The Dark Ages are alive and unwell in the republican mindset. Of course if you are a member in good standing of today’s GOP this mindset is considered a good thing – which of course goes to the title of RL’s piece. It’s hard to describe just how discouraging this is for people who believe in the power of the intellect and the evolution of reason. So much for all the great strides our society made during the 20th century..

  • slamfu

    I would like to modify my above statement about where the dems flaws stem from. Overall policy I meant what i said, but the Dem leadership, specifically Reid, often act like spoiled children who don’t know what to do with the ball when they get it. They lack cohesiveness that the GOP seems to have in spades. Or used to.

  • ShannonLeee

    denounced the teaching of “critical thinking skills” because these “have the purpose of challenging the student’s fixed beliefs and undermining parental authority.”

    That is crazy talk. That is cult thinking.

    again I will write…

    We have socially evolved past the need for organized religion. It is now only holding us back.

  • dduck

    Wahhh, get rid of those bad guys, Krugman.

  • Willwright

    Well this is accurate but these people were elected by people who for the most part think like they do. They want to get re-elected so they have to keep spouting the same nonsense. We can’t get rid of all these people but I suspect in some districts and some states if properly targeted some of these people could be turned out in the coming election cycles. This should lead to more moderate Republicans or Democrats. The objective should be to get rid of the far right tea party types.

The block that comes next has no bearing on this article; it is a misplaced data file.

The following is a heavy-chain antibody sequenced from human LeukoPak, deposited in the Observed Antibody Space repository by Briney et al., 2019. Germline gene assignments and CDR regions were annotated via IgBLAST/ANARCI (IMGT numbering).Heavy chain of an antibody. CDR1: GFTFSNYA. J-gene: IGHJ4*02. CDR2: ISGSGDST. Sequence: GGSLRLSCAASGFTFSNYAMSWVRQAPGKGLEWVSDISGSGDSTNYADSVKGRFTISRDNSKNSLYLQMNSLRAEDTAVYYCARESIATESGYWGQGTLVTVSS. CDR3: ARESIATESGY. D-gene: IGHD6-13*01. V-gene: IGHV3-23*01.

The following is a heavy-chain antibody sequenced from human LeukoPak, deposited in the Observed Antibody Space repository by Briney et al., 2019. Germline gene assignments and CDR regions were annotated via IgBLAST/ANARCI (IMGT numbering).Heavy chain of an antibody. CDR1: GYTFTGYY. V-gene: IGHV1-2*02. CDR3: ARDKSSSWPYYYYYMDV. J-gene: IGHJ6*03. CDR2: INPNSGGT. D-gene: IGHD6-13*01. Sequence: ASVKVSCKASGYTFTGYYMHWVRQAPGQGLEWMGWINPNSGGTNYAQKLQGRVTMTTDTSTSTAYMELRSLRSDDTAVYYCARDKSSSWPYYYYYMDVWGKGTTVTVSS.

• bluebelle

    I think I agree with Slamfu. I used to see myself as a centrist, until I realized that the GOP had moved so far to the right, that I was now a flaming liberal because I believed in evolution, man-made global warming, and in questioning authority. I also came to see gay rights as a constitutional rights issue and have always felt that abortion should be rare but safe and legal.
    Republicans don’t deal with the future in a constructive way and seem to oppose rational change in every instance. A small example is the hi-efficiency light bulb, which they characterized as government mandating how we live our lives. Same deal with rational gun laws.
    IMO, they have proven that they are unfit to govern, because they force their politicians to adopt a rigid ideology, that doesn’t work in the real world.

  • bluebelle


    the Texas GOP last year denounced the teaching of “critical thinking skills” because these “have the purpose of challenging the student’s fixed beliefs and undermining parental authority.” Sounds like some Republicans and Islamic fundamentalists have a lot in common in their opposition to modern science and critical thinking, supporting “fixed beliefs” even if they have no scientific foundation. Maybe the sun does revolve around the earth after all